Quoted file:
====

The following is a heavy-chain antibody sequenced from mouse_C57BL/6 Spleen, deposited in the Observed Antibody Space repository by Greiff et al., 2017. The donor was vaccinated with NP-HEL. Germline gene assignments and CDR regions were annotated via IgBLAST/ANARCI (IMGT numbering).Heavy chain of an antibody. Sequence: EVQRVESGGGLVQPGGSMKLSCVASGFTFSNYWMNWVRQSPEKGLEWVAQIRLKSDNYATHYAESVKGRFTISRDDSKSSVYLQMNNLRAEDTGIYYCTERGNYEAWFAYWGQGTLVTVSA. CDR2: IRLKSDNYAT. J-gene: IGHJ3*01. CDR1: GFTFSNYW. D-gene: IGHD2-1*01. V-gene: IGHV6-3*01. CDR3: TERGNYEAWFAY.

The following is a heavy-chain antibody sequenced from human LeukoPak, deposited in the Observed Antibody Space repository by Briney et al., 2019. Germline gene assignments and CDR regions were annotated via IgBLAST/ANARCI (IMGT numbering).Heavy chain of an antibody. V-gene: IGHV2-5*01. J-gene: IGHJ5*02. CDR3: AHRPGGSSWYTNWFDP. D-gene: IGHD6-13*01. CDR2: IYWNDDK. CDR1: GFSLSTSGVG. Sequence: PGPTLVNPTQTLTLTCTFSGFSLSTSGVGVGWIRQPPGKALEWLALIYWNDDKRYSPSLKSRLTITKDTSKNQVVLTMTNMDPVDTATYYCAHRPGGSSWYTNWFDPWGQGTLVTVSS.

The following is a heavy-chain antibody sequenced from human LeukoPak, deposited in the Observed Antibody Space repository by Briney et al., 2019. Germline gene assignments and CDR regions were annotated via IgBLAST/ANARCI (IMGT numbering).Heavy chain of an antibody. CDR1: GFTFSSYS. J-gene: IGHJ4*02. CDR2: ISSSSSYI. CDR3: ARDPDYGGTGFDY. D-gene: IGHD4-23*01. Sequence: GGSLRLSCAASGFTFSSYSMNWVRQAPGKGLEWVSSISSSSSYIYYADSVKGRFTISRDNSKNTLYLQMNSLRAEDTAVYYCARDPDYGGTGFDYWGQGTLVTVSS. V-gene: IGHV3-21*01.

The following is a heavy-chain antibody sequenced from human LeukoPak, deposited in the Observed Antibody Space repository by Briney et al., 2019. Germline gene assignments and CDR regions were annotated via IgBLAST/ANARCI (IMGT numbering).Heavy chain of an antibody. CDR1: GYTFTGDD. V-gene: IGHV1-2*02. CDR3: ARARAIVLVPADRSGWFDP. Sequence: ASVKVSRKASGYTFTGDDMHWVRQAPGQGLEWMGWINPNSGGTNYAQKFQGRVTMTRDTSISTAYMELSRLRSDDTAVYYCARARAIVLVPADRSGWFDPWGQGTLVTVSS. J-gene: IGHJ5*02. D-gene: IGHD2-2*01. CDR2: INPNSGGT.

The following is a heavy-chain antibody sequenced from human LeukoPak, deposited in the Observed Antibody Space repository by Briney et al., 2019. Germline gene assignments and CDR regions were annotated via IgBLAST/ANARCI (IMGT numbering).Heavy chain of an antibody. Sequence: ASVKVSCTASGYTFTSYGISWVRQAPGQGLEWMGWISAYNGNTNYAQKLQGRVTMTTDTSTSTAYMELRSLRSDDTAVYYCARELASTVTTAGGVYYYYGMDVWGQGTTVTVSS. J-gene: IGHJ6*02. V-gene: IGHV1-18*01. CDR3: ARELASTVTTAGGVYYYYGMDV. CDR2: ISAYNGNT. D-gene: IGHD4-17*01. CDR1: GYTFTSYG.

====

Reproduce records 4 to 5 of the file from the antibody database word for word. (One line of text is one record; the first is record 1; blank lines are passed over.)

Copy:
The following is a heavy-chain antibody sequenced from human LeukoPak, deposited in the Observed Antibody Space repository by Briney et al., 2019. Germline gene assignments and CDR regions were annotated via IgBLAST/ANARCI (IMGT numbering).Heavy chain of an antibody. CDR1: GYTFTGDD. V-gene: IGHV1-2*02. CDR3: ARARAIVLVPADRSGWFDP. Sequence: ASVKVSRKASGYTFTGDDMHWVRQAPGQGLEWMGWINPNSGGTNYAQKFQGRVTMTRDTSISTAYMELSRLRSDDTAVYYCARARAIVLVPADRSGWFDPWGQGTLVTVSS. J-gene: IGHJ5*02. D-gene: IGHD2-2*01. CDR2: INPNSGGT.

The following is a heavy-chain antibody sequenced from human LeukoPak, deposited in the Observed Antibody Space repository by Briney et al., 2019. Germline gene assignments and CDR regions were annotated via IgBLAST/ANARCI (IMGT numbering).Heavy chain of an antibody. Sequence: ASVKVSCTASGYTFTSYGISWVRQAPGQGLEWMGWISAYNGNTNYAQKLQGRVTMTTDTSTSTAYMELRSLRSDDTAVYYCARELASTVTTAGGVYYYYGMDVWGQGTTVTVSS. J-gene: IGHJ6*02. V-gene: IGHV1-18*01. CDR3: ARELASTVTTAGGVYYYYGMDV. CDR2: ISAYNGNT. D-gene: IGHD4-17*01. CDR1: GYTFTSYG.